“She knows what she wants and goes after it in any aspect of her life. She’s very determined and she likes to relate to people and get their opinion and they get better throughout the situation,” Mastropierro said. “She wants to stay current and connected with the students. Whatever is going to make an impact for the students.”

Although she has strong-willed personality, Mastropierro said her friend’s disposition is no different when it goes from work to play.

“Her personality at work is very similar to her personality in day-to-day life, it’s who she is,” Mastropierro said. “It’s all or nothing — she’s not going to participate in something that she doesn’t believe in.”

Mastropierro said nothing better exemplifies her personality than one experience in college: when Windover was applying to grad schools, she made charts and lists of pros and cons for all the schools and applied everywhere, because she knew that’s what she wanted.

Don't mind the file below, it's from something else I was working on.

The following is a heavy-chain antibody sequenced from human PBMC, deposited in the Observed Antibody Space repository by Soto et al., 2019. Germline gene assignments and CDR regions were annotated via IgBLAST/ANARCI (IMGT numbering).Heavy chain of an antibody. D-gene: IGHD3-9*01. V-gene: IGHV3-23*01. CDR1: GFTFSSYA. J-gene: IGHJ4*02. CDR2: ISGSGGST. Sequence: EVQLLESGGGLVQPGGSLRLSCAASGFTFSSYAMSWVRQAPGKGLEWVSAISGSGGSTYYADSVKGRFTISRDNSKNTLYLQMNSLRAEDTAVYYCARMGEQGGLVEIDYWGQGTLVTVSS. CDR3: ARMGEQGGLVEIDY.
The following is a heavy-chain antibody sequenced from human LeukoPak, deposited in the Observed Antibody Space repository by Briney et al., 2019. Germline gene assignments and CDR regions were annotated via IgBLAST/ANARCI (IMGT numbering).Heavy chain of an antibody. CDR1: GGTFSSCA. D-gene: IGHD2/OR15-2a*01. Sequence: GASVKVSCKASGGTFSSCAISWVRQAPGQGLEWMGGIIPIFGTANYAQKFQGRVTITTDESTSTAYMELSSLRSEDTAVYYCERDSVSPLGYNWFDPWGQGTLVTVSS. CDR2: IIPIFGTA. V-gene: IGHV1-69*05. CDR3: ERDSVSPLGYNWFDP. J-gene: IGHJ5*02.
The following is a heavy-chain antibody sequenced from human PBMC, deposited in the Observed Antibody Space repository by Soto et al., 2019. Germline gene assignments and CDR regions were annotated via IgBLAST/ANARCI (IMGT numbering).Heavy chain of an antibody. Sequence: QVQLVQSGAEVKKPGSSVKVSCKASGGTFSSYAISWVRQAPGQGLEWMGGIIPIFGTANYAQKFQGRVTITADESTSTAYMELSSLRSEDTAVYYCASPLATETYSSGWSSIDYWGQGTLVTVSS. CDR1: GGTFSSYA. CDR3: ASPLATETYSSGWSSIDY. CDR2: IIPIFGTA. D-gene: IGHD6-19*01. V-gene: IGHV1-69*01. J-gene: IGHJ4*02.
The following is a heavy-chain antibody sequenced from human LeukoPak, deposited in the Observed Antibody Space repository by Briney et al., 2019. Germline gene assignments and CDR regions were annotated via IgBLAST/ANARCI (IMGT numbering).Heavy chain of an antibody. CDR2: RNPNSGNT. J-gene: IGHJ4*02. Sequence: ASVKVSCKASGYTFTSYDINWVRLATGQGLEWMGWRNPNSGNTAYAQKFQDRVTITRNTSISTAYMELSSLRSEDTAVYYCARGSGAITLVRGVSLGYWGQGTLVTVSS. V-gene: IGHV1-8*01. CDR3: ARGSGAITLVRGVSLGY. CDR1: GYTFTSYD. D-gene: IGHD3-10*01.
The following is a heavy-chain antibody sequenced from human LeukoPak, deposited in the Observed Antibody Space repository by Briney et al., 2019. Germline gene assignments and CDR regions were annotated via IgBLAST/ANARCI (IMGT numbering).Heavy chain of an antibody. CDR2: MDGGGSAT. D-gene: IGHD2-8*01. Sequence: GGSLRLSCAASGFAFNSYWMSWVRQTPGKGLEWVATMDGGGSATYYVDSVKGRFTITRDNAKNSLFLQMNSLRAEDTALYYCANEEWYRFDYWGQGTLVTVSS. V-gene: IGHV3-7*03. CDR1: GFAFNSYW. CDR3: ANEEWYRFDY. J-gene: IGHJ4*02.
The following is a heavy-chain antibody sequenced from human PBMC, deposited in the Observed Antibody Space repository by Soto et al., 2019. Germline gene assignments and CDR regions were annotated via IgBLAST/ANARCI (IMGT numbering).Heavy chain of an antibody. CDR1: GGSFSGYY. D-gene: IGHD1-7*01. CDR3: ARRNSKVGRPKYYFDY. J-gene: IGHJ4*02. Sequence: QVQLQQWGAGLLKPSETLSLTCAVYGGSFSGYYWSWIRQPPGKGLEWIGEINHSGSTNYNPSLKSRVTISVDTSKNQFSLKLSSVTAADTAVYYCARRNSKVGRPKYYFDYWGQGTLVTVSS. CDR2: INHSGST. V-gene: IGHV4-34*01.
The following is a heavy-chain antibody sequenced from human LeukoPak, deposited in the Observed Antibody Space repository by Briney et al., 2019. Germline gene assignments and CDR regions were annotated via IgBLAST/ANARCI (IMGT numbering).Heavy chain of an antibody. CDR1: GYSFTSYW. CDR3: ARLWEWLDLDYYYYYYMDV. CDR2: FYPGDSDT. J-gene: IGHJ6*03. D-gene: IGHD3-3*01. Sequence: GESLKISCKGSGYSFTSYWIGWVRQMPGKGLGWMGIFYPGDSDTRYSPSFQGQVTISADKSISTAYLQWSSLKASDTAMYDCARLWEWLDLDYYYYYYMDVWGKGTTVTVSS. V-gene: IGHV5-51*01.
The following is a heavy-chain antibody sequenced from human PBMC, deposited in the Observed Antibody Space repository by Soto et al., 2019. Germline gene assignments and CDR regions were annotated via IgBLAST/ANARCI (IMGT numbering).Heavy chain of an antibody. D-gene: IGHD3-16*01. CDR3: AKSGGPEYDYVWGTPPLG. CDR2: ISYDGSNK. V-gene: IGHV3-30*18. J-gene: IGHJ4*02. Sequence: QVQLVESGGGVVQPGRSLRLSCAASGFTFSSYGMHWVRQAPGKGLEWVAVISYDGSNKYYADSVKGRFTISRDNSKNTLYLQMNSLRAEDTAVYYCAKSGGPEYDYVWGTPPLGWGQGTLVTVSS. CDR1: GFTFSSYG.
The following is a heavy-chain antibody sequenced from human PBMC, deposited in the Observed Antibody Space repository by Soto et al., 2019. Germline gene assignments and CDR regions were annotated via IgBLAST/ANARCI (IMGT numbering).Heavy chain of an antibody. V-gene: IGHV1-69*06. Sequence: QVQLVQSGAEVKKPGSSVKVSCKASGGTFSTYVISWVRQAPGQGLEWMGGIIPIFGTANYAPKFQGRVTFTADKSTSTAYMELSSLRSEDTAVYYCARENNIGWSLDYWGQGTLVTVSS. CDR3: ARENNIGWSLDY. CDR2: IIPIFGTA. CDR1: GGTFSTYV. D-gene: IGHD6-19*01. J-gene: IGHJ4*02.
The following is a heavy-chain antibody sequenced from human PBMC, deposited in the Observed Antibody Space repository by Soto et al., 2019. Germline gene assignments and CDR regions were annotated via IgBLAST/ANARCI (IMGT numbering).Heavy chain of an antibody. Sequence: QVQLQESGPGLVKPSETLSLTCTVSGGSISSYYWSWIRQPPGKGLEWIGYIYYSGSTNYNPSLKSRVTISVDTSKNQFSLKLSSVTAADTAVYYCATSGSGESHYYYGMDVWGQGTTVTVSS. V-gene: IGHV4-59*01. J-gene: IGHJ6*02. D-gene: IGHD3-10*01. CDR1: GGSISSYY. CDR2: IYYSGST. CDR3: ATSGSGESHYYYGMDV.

Mastropierro said working alongside Windover can be an adjustment for some.

“It’s definitely intense, but in a good way,” Mastropierro said. “It makes you want to give just as much and it makes you question if you want to be doing, because if she can give 100 percent and you can’t then maybe you need to think about if this is the right place for you.”

Warren said Windover’s ambition bodes well for her future.

“I actually never dreamed or aspired to be a university president, but I was open to opportunity and I think if you stay in the moment you really take advantage of where you are at a moment in time and you really work hard to make a difference where you are and those opportunities are going to come your way,” Warren said. “I would hope that Rebecca is able to experience that one day.”

Ian Flickinger is the administration reporter for The Kent Stater. Contact him at [email protected]